The two straps on the top attach to the front of the pack via a G-Hook and attach to the back via side-release buckles immediately above the top of the stay channels. The female portion of the side-release buckles are slotted so that they may be removed when the straps are not being used.
These straps are not so much used for compression as they are to provide overflow capacity. At about 30″ in length, they provide a lot of upward capacity. They can be used to secure something like a bedroll or food bag to the top of the pack. Due to the straps’ attachment locations at the top of the front panel and immediately above the stay channels, they do an excellent job of bringing the weight of these items into the pack. I’m usually a fan of packs with floating lids for the upward capacity that they provide, but the Ute’s top straps have convinced me that the floating lid is not the only solution to the problem of overflow capacity.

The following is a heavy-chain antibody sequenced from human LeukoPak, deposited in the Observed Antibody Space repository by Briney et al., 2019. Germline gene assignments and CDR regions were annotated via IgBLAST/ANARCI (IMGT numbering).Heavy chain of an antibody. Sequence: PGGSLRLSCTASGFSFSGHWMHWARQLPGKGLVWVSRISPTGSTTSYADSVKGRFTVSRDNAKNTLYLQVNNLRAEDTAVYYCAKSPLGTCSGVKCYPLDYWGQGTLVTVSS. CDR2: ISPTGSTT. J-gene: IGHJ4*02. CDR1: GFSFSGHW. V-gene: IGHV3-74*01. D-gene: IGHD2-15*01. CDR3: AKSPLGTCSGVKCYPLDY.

The Ute features a simple zippered lid. The beefy zipper is reinforced by the top compression straps so that if the zipper were to fail, the pack would still be functional.
The inside of the lid is covered with PALS: 3 rows and 6 columns. A zipper on the inside of the lid also provides access to a small internal pocket. I have yet to find a set of pouches that I like for the PALS grid, although I think the EDC Slimline Pouch will be a good contender. Inside the zippered pocket I tend to store a first aid kit, notebook, and maps.